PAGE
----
volunteer-xmas-web.jpgMIAMI GARDENS — After running a couple of errands on a recent Saturday afternoon, Kristen Glaspy returned home and got pounced on by two little girls.

The energetic children threw their arms around Glaspy, their house mother at His House Children’s Home, 20000 N.W. 47th Ave., Miami Gardens, and clung to her as they told her about all the Christmas decorating they had done with the help of His House staffers and volunteers from the organization Urban Promise during His House’s annual Deck the Halls event.

The girls told Glaspy that they had already set up the Christmas tree, which was shining brightly in the living room of their house and now they were baking cookies while the boys helped another group of volunteers put up the outdoor Christmas lights.

“Their lives are so uncertain and this is a moment of certainty,” Glaspy said. “They know that Santa’s coming, that Jesus loves them, and they get to be kids even if they never felt that way before.”

His House began its annual Deck the Halls tradition in 2003, the same year that Glaspy left her private practice as a massage therapist to become a fulltime house mother.

“This is my missionary work,” Glaspy said, hugging one of the young girls clinging to her waist. And, for any volunteer, Glaspy said, His House’s Deck the Halls is “a moment you can really shine in good will.”
His House staffers said 250 volunteers from community organizations and churches took part in Deck the Halls this year. The volunteers split up into teams and helped His House’s 120 foster children decorate the 14 cottages that they call home.

The event held this year on Dec. 1 kicked off with a little caroling and a worship service at the His House chapel. After that, every cottage buzzed with its own activity as the volunteers assigned to the houses helped the children decorate their  Christmas trees.

They also baked cookies with the children and strung up the outdoor lights, stopping every now and then to welcome small groups of carolers dropping by to spread some holiday cheer.

Rhesia Lewis, 27, a youth leader at Palm Vista Community Church, helped two foster boys bake cookies at the cottage where she was volunteering. The boys do not speak English and Lewis does not speak Spanish but, with a little help from His House staffers, they baked four trays of cookies for the

boys and their housemates.
“Christmas is a time when we celebrate the birth of Jesus and what he did for us and it feels good to share that with them,” Lewis said.

This is the first year Palm Vista Community Church, 15315 N.W. 60th Ave., Miami Lakes,  has taken part in Deck the Halls. Lewis said the church and its youth group were looking for an event, like Deck the Halls, to add to its ministry. Several other groups were also looking to help this year.

Because of the overwhelming response, “we were booked by early October,” said Jackie Raventos, activities and volunteer coordinator at His House.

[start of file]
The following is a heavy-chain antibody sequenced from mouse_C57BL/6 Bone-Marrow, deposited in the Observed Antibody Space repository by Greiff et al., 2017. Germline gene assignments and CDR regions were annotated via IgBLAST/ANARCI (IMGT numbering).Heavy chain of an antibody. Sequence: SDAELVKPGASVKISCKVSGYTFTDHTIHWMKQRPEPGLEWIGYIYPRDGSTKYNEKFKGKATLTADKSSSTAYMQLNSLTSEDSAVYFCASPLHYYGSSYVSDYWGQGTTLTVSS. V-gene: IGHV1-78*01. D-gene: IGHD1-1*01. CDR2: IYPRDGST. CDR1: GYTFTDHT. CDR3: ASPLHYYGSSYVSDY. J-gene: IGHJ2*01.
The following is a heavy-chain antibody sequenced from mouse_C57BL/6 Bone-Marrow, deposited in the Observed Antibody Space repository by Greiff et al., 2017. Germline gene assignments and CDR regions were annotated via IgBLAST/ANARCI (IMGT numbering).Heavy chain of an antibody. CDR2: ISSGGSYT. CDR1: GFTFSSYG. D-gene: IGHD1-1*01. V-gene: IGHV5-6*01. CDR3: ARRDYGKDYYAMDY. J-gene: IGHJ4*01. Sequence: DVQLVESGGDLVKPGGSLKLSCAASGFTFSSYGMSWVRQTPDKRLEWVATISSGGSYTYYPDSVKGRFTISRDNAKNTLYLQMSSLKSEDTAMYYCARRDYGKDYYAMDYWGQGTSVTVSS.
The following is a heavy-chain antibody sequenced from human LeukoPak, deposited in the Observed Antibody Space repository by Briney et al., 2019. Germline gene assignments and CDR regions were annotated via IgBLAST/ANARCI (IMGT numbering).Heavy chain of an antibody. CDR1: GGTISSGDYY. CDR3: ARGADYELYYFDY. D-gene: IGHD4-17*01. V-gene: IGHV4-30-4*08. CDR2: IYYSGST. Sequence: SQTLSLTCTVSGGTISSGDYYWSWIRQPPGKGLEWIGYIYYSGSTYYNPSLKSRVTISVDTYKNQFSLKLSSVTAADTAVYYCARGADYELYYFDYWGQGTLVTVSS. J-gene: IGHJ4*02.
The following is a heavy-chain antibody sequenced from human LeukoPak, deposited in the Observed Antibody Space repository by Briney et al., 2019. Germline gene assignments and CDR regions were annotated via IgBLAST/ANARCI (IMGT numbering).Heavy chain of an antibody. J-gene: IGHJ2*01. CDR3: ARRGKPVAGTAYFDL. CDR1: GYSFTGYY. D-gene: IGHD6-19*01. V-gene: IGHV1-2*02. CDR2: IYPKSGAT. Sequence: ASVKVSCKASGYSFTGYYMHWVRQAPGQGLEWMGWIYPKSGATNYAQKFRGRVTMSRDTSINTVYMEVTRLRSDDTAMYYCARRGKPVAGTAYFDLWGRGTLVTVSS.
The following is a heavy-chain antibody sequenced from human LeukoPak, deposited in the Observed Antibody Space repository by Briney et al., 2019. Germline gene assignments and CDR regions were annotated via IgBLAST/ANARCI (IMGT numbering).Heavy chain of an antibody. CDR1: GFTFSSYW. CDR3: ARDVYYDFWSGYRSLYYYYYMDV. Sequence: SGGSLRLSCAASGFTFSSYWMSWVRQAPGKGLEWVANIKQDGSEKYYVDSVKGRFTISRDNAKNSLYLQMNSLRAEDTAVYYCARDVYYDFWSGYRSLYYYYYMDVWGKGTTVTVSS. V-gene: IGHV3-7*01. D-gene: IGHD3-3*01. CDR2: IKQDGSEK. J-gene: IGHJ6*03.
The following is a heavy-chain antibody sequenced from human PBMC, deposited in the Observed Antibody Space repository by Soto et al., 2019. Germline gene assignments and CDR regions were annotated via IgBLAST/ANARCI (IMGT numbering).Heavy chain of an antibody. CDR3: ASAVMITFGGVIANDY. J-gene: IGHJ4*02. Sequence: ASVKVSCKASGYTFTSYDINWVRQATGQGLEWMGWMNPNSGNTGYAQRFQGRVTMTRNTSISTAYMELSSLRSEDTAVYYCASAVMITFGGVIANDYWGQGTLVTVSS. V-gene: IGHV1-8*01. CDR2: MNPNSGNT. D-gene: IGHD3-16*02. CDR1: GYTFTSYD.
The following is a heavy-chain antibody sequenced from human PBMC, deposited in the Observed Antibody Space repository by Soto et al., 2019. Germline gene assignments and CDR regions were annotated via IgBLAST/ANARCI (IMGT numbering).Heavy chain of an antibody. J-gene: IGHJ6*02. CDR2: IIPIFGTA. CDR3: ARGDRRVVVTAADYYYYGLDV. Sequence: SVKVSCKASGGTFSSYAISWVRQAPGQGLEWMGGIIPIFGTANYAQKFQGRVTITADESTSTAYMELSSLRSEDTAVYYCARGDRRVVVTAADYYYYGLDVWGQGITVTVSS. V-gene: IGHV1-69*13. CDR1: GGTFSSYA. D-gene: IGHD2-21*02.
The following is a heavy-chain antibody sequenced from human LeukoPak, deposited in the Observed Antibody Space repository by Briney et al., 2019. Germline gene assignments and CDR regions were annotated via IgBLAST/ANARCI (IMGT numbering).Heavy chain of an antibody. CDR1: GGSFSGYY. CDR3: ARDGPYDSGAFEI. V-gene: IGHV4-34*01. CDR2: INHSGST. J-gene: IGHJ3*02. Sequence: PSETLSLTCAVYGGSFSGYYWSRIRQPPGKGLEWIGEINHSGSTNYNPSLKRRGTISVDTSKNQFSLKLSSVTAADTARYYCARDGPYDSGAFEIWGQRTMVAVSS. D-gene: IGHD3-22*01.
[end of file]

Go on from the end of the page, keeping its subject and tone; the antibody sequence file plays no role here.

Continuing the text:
As the boys baked with Lewis, they said this was the first year they were taking part in the Deck the Halls event, adding that they liked all the activity.

“Later today, when we sit down and have dinner with them, we hope to communicate to them that God loves them even if they’re having difficult lives,” Lewis said.

At another cottage down the road, Larissa Bailey, a residential counselor at His House, helped the teen girls who live there and their house mother, Davanna Grizzle, string white lights around their Christmas tree.

Deck the Halls, Bailey said, helps the foster children forget the “pain, misery, and loneliness.”

For Grizzle, 22, this Christmas will be the first one she and her mother, Joy Wharton, who is also a house mother at His House, will celebrate since her grandmother—Wharton’s mother—died in 2010.

Grizzle said she and her mother look forward to celebrating the Christmas holiday with the six girls they care for.“It gives the holiday more of the family feeling with them,” she said.

Back at Glaspy’s house, the kitchen hummed as Urban Promise volunteers laughed and joked with the foster girls while they mixed the ingredients to bake a cake and greased up a couple of pans to bake cookies.

Ana Ojeda, executive director and co-founder of Urban Promise, said she first learned of Deck the Halls three years ago when she volunteered to photograph the event. Soon after that, she got more involved with His House and served as a mentor to one of the foster girls.

Urban Promise first took part in Deck the Halls in 2011 and, this year, the organization returned with 20 volunteers and seven members of Ojeda’s family to help out.

“It’s really touching,” Ojeda said. “It’s shining a little light into the lives of these kids.”